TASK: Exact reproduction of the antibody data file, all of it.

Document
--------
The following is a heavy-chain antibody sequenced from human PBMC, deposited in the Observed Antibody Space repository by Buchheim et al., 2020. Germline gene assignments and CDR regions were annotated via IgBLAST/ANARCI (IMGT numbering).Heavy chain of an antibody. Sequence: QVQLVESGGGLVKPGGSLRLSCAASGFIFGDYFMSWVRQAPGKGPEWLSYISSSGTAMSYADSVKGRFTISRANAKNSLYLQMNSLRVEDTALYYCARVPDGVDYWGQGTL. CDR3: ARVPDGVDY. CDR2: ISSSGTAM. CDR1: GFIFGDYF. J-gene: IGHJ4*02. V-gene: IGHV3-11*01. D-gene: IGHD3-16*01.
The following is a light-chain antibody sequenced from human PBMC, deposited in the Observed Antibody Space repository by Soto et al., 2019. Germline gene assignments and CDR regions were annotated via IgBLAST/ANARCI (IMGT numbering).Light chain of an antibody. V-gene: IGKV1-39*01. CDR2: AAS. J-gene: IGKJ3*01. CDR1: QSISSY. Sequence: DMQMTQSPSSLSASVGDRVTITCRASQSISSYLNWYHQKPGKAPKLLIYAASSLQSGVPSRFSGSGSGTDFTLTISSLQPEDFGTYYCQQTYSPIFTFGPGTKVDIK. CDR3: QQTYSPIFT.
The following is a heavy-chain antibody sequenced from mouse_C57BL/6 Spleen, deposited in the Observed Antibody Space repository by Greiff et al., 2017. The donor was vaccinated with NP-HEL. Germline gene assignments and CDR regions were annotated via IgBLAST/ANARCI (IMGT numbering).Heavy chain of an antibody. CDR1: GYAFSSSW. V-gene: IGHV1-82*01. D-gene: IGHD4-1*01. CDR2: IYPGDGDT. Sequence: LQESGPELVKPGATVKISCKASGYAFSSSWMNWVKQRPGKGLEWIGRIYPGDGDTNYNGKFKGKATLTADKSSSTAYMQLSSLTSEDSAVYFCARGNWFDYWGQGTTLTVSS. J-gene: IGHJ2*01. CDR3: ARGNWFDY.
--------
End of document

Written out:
The following is a heavy-chain antibody sequenced from human PBMC, deposited in the Observed Antibody Space repository by Buchheim et al., 2020. Germline gene assignments and CDR regions were annotated via IgBLAST/ANARCI (IMGT numbering).Heavy chain of an antibody. Sequence: QVQLVESGGGLVKPGGSLRLSCAASGFIFGDYFMSWVRQAPGKGPEWLSYISSSGTAMSYADSVKGRFTISRANAKNSLYLQMNSLRVEDTALYYCARVPDGVDYWGQGTL. CDR3: ARVPDGVDY. CDR2: ISSSGTAM. CDR1: GFIFGDYF. J-gene: IGHJ4*02. V-gene: IGHV3-11*01. D-gene: IGHD3-16*01.
The following is a light-chain antibody sequenced from human PBMC, deposited in the Observed Antibody Space repository by Soto et al., 2019. Germline gene assignments and CDR regions were annotated via IgBLAST/ANARCI (IMGT numbering).Light chain of an antibody. V-gene: IGKV1-39*01. CDR2: AAS. J-gene: IGKJ3*01. CDR1: QSISSY. Sequence: DMQMTQSPSSLSASVGDRVTITCRASQSISSYLNWYHQKPGKAPKLLIYAASSLQSGVPSRFSGSGSGTDFTLTISSLQPEDFGTYYCQQTYSPIFTFGPGTKVDIK. CDR3: QQTYSPIFT.
The following is a heavy-chain antibody sequenced from mouse_C57BL/6 Spleen, deposited in the Observed Antibody Space repository by Greiff et al., 2017. The donor was vaccinated with NP-HEL. Germline gene assignments and CDR regions were annotated via IgBLAST/ANARCI (IMGT numbering).Heavy chain of an antibody. CDR1: GYAFSSSW. V-gene: IGHV1-82*01. D-gene: IGHD4-1*01. CDR2: IYPGDGDT. Sequence: LQESGPELVKPGATVKISCKASGYAFSSSWMNWVKQRPGKGLEWIGRIYPGDGDTNYNGKFKGKATLTADKSSSTAYMQLSSLTSEDSAVYFCARGNWFDYWGQGTTLTVSS. J-gene: IGHJ2*01. CDR3: ARGNWFDY.